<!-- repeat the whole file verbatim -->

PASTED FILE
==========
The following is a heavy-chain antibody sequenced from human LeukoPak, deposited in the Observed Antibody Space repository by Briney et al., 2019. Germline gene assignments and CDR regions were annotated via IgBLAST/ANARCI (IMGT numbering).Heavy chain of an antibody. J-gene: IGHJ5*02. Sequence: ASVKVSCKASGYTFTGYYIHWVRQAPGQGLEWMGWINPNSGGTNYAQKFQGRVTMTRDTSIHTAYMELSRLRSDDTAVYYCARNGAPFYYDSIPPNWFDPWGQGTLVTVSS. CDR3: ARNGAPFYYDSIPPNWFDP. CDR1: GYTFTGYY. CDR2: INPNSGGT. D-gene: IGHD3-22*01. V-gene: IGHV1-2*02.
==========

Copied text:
The following is a heavy-chain antibody sequenced from human LeukoPak, deposited in the Observed Antibody Space repository by Briney et al., 2019. Germline gene assignments and CDR regions were annotated via IgBLAST/ANARCI (IMGT numbering).Heavy chain of an antibody. J-gene: IGHJ5*02. Sequence: ASVKVSCKASGYTFTGYYIHWVRQAPGQGLEWMGWINPNSGGTNYAQKFQGRVTMTRDTSIHTAYMELSRLRSDDTAVYYCARNGAPFYYDSIPPNWFDPWGQGTLVTVSS. CDR3: ARNGAPFYYDSIPPNWFDP. CDR1: GYTFTGYY. CDR2: INPNSGGT. D-gene: IGHD3-22*01. V-gene: IGHV1-2*02.